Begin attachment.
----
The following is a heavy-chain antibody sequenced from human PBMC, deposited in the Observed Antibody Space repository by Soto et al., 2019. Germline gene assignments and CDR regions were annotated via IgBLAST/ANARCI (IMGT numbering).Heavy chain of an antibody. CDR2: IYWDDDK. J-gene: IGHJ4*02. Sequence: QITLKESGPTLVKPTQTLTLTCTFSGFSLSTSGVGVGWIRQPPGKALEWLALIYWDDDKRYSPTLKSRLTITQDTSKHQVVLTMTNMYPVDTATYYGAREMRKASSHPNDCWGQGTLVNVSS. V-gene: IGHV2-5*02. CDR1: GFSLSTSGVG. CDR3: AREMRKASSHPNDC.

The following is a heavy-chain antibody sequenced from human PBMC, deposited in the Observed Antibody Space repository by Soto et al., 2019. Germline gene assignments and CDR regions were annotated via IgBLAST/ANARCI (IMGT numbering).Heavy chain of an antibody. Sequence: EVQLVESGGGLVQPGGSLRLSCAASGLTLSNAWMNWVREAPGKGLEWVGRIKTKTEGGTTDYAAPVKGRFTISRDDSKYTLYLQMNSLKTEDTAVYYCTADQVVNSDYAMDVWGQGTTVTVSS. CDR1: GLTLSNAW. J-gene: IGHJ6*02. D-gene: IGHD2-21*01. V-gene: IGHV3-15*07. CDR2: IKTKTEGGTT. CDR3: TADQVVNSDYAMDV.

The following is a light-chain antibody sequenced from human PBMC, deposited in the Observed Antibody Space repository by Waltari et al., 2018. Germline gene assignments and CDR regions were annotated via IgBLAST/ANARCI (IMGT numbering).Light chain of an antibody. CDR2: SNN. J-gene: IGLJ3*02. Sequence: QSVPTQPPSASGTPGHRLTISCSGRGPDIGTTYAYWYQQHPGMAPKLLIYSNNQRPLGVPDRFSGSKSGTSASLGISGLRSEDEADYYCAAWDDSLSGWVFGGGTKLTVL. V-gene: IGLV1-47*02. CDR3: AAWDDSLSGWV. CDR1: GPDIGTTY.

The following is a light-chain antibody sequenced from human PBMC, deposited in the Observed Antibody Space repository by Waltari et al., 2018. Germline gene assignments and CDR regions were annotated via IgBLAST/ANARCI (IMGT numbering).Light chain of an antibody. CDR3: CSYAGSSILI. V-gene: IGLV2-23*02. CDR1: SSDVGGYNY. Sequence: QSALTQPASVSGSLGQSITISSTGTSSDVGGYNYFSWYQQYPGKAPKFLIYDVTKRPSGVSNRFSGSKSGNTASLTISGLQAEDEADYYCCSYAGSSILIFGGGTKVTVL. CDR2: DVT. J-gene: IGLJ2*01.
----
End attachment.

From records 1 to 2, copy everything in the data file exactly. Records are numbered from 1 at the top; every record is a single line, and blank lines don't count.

The following is a heavy-chain antibody sequenced from human PBMC, deposited in the Observed Antibody Space repository by Soto et al., 2019. Germline gene assignments and CDR regions were annotated via IgBLAST/ANARCI (IMGT numbering).Heavy chain of an antibody. CDR2: IYWDDDK. J-gene: IGHJ4*02. Sequence: QITLKESGPTLVKPTQTLTLTCTFSGFSLSTSGVGVGWIRQPPGKALEWLALIYWDDDKRYSPTLKSRLTITQDTSKHQVVLTMTNMYPVDTATYYGAREMRKASSHPNDCWGQGTLVNVSS. V-gene: IGHV2-5*02. CDR1: GFSLSTSGVG. CDR3: AREMRKASSHPNDC.

The following is a heavy-chain antibody sequenced from human PBMC, deposited in the Observed Antibody Space repository by Soto et al., 2019. Germline gene assignments and CDR regions were annotated via IgBLAST/ANARCI (IMGT numbering).Heavy chain of an antibody. Sequence: EVQLVESGGGLVQPGGSLRLSCAASGLTLSNAWMNWVREAPGKGLEWVGRIKTKTEGGTTDYAAPVKGRFTISRDDSKYTLYLQMNSLKTEDTAVYYCTADQVVNSDYAMDVWGQGTTVTVSS. CDR1: GLTLSNAW. J-gene: IGHJ6*02. D-gene: IGHD2-21*01. V-gene: IGHV3-15*07. CDR2: IKTKTEGGTT. CDR3: TADQVVNSDYAMDV.